Wednesday, August 30, 2017

What I learned at the 2017 Writer's Digest Conference

By April Moore

August 18-20, I joined a thousand other writers for the Writer’s Digest Annual Conference in New York City. This is the second consecutive WD Conference I’ve attended and like last year, this year's event didn’t disappoint. Backed by the WD name and number of attendees, scoring high-profile speakers isn't difficult, which means, there was no shortage of valuable advice and information. 

While I spent a lot of time tweeting some of these tidbits of information over the three-day conference, I came away with pages and pages of writing advice, from marketing to freelancing, from craft to querying. Plus, I also got to catch up with NCW’s 2017 keynote and presenter, Chuck Wendig!

The following is a compilation of helpful tips and advice from bestselling authors and industry professionals. Let us begin . . .


One of the best ways to break into the freelancing world, is to write and sell essays. Relating your unique personal experience to current events is a great way to get noticed by a magazine editor.

Tyler Moss, Managing Editor of Writer’s Digest Magazine, also points out that you should always aim to get paid for your work, even if it’s pennies. (The 5 other freelance panelists agreed.)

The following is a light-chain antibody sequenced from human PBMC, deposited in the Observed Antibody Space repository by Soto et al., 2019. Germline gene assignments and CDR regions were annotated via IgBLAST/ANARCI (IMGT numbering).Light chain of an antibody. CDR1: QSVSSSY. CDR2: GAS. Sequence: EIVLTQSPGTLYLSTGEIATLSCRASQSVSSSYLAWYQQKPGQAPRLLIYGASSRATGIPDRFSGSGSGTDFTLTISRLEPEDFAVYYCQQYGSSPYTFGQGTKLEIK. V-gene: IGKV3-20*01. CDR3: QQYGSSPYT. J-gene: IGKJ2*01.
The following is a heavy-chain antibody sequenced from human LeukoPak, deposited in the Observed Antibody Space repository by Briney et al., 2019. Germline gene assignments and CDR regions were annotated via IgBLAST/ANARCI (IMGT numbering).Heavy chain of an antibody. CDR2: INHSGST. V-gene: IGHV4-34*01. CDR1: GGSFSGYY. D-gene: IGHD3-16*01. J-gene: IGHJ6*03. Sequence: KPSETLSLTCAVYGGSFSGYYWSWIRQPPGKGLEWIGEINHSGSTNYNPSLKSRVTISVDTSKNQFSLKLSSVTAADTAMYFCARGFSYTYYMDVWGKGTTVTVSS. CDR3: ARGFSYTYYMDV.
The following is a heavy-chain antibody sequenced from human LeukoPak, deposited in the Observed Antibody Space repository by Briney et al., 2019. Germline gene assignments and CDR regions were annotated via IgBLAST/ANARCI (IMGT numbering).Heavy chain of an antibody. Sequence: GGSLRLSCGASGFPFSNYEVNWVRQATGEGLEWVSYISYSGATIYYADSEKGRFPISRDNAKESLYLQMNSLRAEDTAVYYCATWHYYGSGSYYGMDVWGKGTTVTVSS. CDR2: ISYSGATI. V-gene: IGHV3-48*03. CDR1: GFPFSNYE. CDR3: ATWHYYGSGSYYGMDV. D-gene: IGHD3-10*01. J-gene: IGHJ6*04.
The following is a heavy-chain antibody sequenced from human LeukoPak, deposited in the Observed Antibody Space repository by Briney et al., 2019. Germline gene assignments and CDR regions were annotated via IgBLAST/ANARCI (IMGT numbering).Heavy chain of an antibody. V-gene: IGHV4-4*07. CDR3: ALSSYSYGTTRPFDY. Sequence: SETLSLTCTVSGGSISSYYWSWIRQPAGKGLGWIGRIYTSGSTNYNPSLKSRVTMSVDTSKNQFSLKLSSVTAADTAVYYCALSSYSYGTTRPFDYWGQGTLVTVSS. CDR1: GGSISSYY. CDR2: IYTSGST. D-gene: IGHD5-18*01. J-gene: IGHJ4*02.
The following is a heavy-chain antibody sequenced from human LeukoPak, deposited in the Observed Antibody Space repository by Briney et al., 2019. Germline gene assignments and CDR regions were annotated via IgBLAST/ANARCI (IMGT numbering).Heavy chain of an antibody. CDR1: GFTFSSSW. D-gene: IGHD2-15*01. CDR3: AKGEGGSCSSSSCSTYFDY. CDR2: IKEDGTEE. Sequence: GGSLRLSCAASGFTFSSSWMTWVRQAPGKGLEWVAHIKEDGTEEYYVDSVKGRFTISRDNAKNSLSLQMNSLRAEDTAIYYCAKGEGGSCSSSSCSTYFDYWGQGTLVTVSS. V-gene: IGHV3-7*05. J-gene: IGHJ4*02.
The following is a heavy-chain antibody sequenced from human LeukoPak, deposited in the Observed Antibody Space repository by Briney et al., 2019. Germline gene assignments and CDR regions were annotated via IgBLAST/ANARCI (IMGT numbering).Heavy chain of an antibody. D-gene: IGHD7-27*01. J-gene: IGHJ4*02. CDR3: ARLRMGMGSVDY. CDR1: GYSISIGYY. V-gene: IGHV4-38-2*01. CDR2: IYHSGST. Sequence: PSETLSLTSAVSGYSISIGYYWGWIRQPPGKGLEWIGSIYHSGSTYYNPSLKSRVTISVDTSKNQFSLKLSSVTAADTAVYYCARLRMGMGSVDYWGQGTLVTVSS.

Other takeaways:
  • Use Twitter to develop relationships with magazine editors and to find freelancing opportunities. Editors often tweet what articles they are looking for. Comment on their tweets; retweet them; and tweet relevant information on your feed. Once you’ve established your interest in them and their magazine, you could direct message them with your pitch. (Avoid tweeting it because if they say yes, you could potentially create a lot of competition for yourself.)
  • All it takes is selling one article to develop a relationship with an editor; as long as you’re professional and can write well, they’ll love working with you over and over. 
  • Your creativity is your currency. Surprise an editor with your unique take on a subject. -Tyler Moss
  • Airline magazines are a great opportunity for freelancers. When people are on a plane, sometimes their only option is the magazine in the pocket in front of them. Plus, these magazines tend to pay well.
  • Use Media Bistro and Reedsy as helpful tools.
  • Digital can be easier to get into at first.
  • Use a catchy title in the subject line of your pitch to get an editor’s attention (shorter is better).